It's not clear from your post what you are trying to do, or what you have done.
First, the two commands you quoted do two entirely different things on the Pi.
"sudo passwd" will set or change the password for user root
"sudo raspi-config" will change the password for user pi
By default, Raspbian does not set a password for user root, therefor a user cannot log in as root. This is a security feature.
If you then run "sudo passwd", you will be prompted to set a password for root. Once you have done this, you may log in as user root with the password you have just set.
"sudo raspi-config" allows you to set the default password for user pi from "raspberry" to one of your own choosing. This is a very good idea, it prevents anybody else from logging into your Pi. You can do the same thing in the terminal with the "passwd" command, note that 'sudo' is not used here.
By default on Raspbian, the user pi has sudo privileges. Also by default on Raspbian, the user pi is not required to enter pi's password when using sudo. This is different from some other Linux distros, and is why you are not being asked for a password when using 'sudo'.
You can change this behavior by editing the file '/etc/sudoers.d/010_pi-nopasswd. Open the file and change the word "nopasswd" to "passwd". It is not necessary to change the name of the file (as far as I know).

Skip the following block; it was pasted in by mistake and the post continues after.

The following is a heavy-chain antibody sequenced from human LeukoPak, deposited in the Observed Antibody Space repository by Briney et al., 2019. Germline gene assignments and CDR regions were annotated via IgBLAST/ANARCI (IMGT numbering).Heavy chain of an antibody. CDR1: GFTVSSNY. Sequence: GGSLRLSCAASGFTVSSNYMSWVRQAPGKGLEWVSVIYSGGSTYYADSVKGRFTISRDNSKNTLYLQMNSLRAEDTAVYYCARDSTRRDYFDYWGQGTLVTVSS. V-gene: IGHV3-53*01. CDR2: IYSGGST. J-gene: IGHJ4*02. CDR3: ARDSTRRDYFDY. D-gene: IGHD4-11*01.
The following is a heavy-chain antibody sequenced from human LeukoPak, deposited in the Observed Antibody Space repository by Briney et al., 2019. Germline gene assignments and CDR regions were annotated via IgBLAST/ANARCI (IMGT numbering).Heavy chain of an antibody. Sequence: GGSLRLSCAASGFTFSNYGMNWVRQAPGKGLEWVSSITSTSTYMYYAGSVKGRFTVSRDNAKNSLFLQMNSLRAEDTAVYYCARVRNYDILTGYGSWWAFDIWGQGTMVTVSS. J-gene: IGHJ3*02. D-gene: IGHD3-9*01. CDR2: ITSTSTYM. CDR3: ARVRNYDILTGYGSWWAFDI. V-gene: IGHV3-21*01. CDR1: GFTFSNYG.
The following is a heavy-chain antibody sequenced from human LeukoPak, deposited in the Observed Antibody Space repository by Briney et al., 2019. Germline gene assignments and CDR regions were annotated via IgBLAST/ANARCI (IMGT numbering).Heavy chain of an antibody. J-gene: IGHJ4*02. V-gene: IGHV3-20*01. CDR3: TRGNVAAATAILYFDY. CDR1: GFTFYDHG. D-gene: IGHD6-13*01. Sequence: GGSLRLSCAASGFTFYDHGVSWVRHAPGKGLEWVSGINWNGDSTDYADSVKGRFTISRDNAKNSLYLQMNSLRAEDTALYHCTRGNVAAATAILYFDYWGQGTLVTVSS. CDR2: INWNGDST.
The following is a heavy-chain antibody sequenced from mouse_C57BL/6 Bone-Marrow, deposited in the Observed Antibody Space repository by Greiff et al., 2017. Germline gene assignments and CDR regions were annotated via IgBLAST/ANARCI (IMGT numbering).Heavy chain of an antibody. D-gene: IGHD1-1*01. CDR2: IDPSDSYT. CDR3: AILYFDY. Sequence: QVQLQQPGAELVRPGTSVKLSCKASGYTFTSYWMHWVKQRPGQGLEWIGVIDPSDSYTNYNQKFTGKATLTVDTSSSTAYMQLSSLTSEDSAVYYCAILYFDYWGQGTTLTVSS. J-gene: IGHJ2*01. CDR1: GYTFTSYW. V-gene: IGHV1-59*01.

On versions of Raspbian dated before about the 20th of Oct, 2016, the file '/etc/sudoers.d/010_pi-nopasswd' will not exist!
If this is the case, it will be necessary to edit the 'sudoers' file. You do this with the "sudo visudoers" command. This will open the file in the default text editor, but more importantly will prevent you from saving the edited file with a syntax error in it. An incorrect sudoers file can prevent your Pi from booting.
In the sudoers file, find the line "pi ALL=(ALL) NOPASSWD: ALL", and change 'NOPASSWD' to 'PASSWD'. Leave the rest of the file as is.
I recommend that you do change the user pi's password from the default, as explained above.
I recommend that you do not set a root password or change the sudo settings unless you have some experience of Linux administration and have a good reason to do so. Changing theses settings can make your Pi unbootable and cause loss of data. Just log in as pi, or set up another normal user account if you wish, and use 'sudo' when you need to run a command or program as root.
Hope this helps,